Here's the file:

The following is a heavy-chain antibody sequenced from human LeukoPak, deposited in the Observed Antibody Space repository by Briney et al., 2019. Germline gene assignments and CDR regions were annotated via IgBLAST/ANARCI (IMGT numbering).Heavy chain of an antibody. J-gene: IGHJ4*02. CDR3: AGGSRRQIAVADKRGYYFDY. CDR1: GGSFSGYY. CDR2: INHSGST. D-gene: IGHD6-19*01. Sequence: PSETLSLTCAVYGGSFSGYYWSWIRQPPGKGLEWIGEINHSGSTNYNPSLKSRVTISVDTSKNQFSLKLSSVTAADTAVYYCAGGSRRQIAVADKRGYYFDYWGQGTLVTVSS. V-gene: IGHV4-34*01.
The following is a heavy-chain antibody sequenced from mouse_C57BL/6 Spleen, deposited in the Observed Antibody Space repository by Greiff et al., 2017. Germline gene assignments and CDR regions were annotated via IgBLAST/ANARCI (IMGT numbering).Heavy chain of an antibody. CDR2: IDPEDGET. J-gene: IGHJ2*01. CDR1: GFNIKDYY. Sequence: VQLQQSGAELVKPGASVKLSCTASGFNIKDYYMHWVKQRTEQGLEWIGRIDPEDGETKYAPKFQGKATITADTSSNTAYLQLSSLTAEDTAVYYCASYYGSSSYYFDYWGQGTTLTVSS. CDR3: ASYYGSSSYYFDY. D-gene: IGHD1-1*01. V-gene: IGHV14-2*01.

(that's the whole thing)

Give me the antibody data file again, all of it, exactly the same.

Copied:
The following is a heavy-chain antibody sequenced from human LeukoPak, deposited in the Observed Antibody Space repository by Briney et al., 2019. Germline gene assignments and CDR regions were annotated via IgBLAST/ANARCI (IMGT numbering).Heavy chain of an antibody. J-gene: IGHJ4*02. CDR3: AGGSRRQIAVADKRGYYFDY. CDR1: GGSFSGYY. CDR2: INHSGST. D-gene: IGHD6-19*01. Sequence: PSETLSLTCAVYGGSFSGYYWSWIRQPPGKGLEWIGEINHSGSTNYNPSLKSRVTISVDTSKNQFSLKLSSVTAADTAVYYCAGGSRRQIAVADKRGYYFDYWGQGTLVTVSS. V-gene: IGHV4-34*01.
The following is a heavy-chain antibody sequenced from mouse_C57BL/6 Spleen, deposited in the Observed Antibody Space repository by Greiff et al., 2017. Germline gene assignments and CDR regions were annotated via IgBLAST/ANARCI (IMGT numbering).Heavy chain of an antibody. CDR2: IDPEDGET. J-gene: IGHJ2*01. CDR1: GFNIKDYY. Sequence: VQLQQSGAELVKPGASVKLSCTASGFNIKDYYMHWVKQRTEQGLEWIGRIDPEDGETKYAPKFQGKATITADTSSNTAYLQLSSLTAEDTAVYYCASYYGSSSYYFDYWGQGTTLTVSS. CDR3: ASYYGSSSYYFDY. D-gene: IGHD1-1*01. V-gene: IGHV14-2*01.